So the obvious, and much publicised, question one asks when hearing about the Enterprise Service Bus, is what is it? Is it a style, is it a thing, or is it #*%!!
I have a particular take on this borne out of my own experience in having to justify such a thing within a large scale enterprise architecture programme. As per my earlier post on SOA==WS?, one’s perspective on SOA has a huge bearing how the ESB shapeshifter can be manifested within your problem-space.
In a traditional EAI landscape, we centralise the integration problem. This means that we enable the interacting systems to utilise local dialects when firing requests into the EAI space. The EAI brokers then deal with the transformation from external dialect, through the common, canonical dialect and into the external outbound dialects of the target systems (I am generalising in a big way however….). Difficult business integration problems are pushed away from the endpoints into the magic-in-the-middle, and this is where much of the EAI bad-press has come from, simply because it trades in peoples pain ! Would we need it if integration was easy ?
So my primary driver when looking to evolve my enterprise integration roadmap to support the unfolding SOA transformation, was to decentralise the pain and give it back to the owners. Not just to reverse the trend, but to drive convention and middleware infrastructure templates back to the edges of the relevant IT domains such that the runtime becomes federated.
This federation has an implicit but significant reliance upon consistency and contracts at the endpoints, whilst opening out a consistent, scalable messaging conduit (finally!) between the domain brokers. Standing back from this – we have clients and servers adderssing the transformation in/out of service contracts at the edge of their domain, with common representation, messaging and infrastructure management in the space between. The EAI Bus architecture was taking shape.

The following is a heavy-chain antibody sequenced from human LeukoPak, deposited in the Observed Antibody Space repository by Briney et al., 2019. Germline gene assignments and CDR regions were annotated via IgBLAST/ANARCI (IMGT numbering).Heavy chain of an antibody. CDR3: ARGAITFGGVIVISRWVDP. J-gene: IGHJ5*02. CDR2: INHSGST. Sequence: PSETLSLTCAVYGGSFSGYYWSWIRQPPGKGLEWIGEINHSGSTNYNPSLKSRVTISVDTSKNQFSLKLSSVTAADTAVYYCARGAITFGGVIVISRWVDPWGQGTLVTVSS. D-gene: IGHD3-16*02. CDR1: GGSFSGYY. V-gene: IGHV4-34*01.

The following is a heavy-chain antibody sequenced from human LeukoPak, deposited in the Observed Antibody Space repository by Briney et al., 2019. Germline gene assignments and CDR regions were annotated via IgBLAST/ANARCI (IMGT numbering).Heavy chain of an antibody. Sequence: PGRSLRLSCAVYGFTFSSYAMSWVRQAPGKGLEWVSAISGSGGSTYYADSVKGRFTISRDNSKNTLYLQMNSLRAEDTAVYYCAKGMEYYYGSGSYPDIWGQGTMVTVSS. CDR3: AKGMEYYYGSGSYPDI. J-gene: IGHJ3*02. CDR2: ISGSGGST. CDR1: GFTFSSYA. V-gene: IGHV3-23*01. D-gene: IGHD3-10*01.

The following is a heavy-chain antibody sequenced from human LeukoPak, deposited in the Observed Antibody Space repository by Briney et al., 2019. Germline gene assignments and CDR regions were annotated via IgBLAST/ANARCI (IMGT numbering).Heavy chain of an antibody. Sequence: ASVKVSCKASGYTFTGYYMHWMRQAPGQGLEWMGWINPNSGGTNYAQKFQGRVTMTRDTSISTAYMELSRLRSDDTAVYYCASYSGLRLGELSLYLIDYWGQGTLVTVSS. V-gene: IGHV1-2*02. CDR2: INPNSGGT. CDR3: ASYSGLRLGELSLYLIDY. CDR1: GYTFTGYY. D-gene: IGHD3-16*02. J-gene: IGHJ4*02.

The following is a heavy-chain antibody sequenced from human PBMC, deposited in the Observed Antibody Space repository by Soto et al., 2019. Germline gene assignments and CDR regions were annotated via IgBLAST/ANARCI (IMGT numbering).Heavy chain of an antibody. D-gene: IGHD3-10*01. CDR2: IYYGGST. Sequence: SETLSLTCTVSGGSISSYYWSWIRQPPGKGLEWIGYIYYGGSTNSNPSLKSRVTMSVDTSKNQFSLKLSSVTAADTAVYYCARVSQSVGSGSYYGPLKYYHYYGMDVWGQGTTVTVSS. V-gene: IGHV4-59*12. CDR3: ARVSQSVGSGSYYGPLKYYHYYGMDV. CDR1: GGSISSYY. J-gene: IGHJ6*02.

The most significant thing in my opinion was the reduction in diversity by prescribing inter-domain standards. Finally the EAI brokers didn’t need the full range of COTS and Technology adapters they were usually encumbered with, nor did they require the high-end process-management abstractions, and as a result the technical requirements on these components reduced dramatically.
Over time, the movement of endpoint-specific transformation, standard messaging and document convention and runtime independence to the endpoints became analagous with the vendorised ESB concept which came along subsequently.
However – my experience places the term ESB (and with major Emphasis on the ‘E’) as a scalable Enterprise framework, incorporating disciplined distribution of the integration problem space, and the consistency evolving int the messaging backbone.
I do see, and understand alternative perspectives (and I will use the term ‘eSB’ where the casing of the ‘e’ implies the technology being used in a less than Enteprise capacity. Where we see a the (systems not Enteprise) architecture incorporating a single messaging and transformation broker – supporting service contracts at the edges…implying the clients and servers are already emitting/consuming the expected dialect. I’m less convinced by this model and the shades of grey between this and my own perspective – purely because I am focused on the Enterprise ‘E’ in ESB as opposed to the ‘e’ in eSB…